Magellan's Cross was supposed to have been planted by the Portugese upon their arrival in Cebu in 1521. The real cross is said to be inside this replica to protect it from thieves. (All photos in this blog entry copyrighted by this blogger.)
IT’S not difficult to comprehend why Cebu City, the capital of Cebu province in the country’s Visayas region, is known as the “Queen City of the South.”
Its infrastructure is comparable, if not superior, to most cities in the country. It offers travelers modern conveniences just like any of the other most cosmopolitan cities in the world, amid a relaxed, holiday vibe. The city has a wide array of entertainment choices for travelers—from island-hopping to lounging in beaches, taking a swing in its many golf clubs, historical and cultural sights from the Spanish colonial era, looking for elusive birds unique only to the local ecology. Or how about dancing your cares away at the latest night spot?
Food ingredients are inexpensive, making the city a veritable culinary hot spot. It has restaurants from holes-in-the-wa ll offering up fresh seafood to fine-dining establishments heralding the most sophisticated international cuisines. Of course, the Cebu lechon is probably its most famous dish, along with many local delicacies that make pasalubong-shopping a treat even for the gift-giver. (In Filipino culture, pasalubong is any gift big or small that one gives to family and friends upon arrival from a foreign or local trip.)
Heritage tour. The Shrine of Magellan’s Cross (Magallanes Street, downtown Cebu City) is said to be the cross planted by Portugese explorer Ferdinand Magellan’s men upon his arrival in Cebu in 1521.
Built in 1566, the baroque-inspired Basilica Minore del Sto. Niño (Osmeña Boulevard) is the oldest Catholic Church in Cebu and established on the site where a statue of the Sto. Niño (the Child Jesus) was supposedly found intact in a charred box purportedly left behind by Magellan and his crew. A museum houses antique religious artifacts depicting the history of Christianity in Cebu.
A fierce dragon guards the entrance to the Taoist Temple, a center of faith for Chinese-Filipinos in Cebu.
The 40-year-old Taoist Temple located in Beverly Hills—an enclave for well-heeled Cebuanos—is the center of religious life of Cebu’s Filipino-Chinese community. Its amazing architecture features images and sculptures of fierce dragons. Visitors have an amazing view of the city, especially from its third-level praying room, where they can also make petitions to ancient Chinese spirits and gods.
You can rent a car with a driver to take you around Metro Cebu’s famous tourist spots, or just grab a map of the city and take metered taxis to get there. For a more professional guided tour, call Bino Guerrero (CP# +63932-8151975/+63916-7904611), who specializes in heritage tours and walking tours.
Birdwatching. While island-hopping from adjacent Mactan City, take a trip to Olango Wildlife Sanctuary, a haven of some 40,000 migratory birds. Islands Banca Cruises offers trips to Olango as well as other island adventures.
Sun, sand and the surf. Head on to Mactan Island connected to the city proper via bridges for some beach time. BE Resorts has great parties by its white-sand beach. Or take a short trip to Bantayan Island in the north and stay in Hoyohoy Villas. Beach bums will love its rice granary-inspired cottages and clean white beach and clear waters. (From the North Bus Terminal near SM, take a bus to Hagnaye port, then a ferry or fastcraft to Bantayan Island.)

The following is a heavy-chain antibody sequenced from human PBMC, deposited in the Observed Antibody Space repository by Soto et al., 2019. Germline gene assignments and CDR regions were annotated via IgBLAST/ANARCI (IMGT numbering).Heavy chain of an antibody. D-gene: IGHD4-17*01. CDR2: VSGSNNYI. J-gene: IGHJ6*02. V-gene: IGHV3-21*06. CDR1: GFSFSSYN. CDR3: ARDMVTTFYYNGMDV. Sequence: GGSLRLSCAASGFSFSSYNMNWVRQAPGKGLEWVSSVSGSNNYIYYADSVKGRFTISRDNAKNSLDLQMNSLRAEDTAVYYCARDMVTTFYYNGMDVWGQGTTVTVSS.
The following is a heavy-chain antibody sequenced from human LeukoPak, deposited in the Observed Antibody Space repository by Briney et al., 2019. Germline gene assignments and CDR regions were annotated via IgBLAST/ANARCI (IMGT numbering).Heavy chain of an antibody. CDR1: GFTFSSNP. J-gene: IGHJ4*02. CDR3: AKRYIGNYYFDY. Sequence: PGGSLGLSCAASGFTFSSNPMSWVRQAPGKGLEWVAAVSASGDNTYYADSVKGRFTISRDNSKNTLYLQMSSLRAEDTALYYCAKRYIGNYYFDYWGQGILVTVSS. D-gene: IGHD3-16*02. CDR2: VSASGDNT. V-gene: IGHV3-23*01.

Culinary trip. Tourists will always have a satisfying meal at the Original AA BBQ (M.J. Cuenco Avenue and Legaspi Extension, Barangay San Roque) with its friendly price points and fresh seafood on the grill. Café Laguna at the Terraces, Ayala Center (T# 032-2310922) is the place to go for simple, authentic Filipino fare. Choice dishes are the lato salad (seaweed salad), crispy pata (crispy pork hock and knuckle) and ginataang kalabasa (squash cooked in coconut milk).
The “best pig in the world,” according to chef and TV host Anthony Bourdain, comes from Zubuchon (Escario Central, Escario Street). Its crispy-bubbly skin and herb-infused, tender pork meat make it stand out from the rest of the ubiquitous Cebu lechon.
Nighttime thrills. House beats from resident and international DJs keep the patrons dancing at The Loft (2F/ CJRS Point, Asiatown IT Park). Tavolata (AS Fortuna at P. Remedio Street) has a perfect chilled-out ambiance for those after-dinner conversations over drinks.
Foreign bands and artists drop by Cebu in their whistle-stop international tours: America with Kalapana plays at the Waterfront Hotel on October 19, while the Jonas Brothers performs at the same venue, the following day.
Where to stay: The colorful and preppy Islands Stay Hotel (Archbishop Reyes Avenue, Cebu City (T# 032-2660832) appeals to the budget-conscious but finicky traveler.
For luxurious, pampered vacations, the Shangri-La Mactan Resort and Spa (Punta Engaño Road, Lapu-Lapu (032-2310288) is the only choice. It has a marine sanctuary where guests can feed the fish, as well as CHI Spa, for the most pleasurable and relaxing massage treatments.
Getting there: All Philippine carriers have daily flights to Cebu from Manila, Clark and Davao.
(Travel Bites is published every Monday on the front page of the BusinessMirror . This piece on Cebu was published on Oct. 1, 2012.)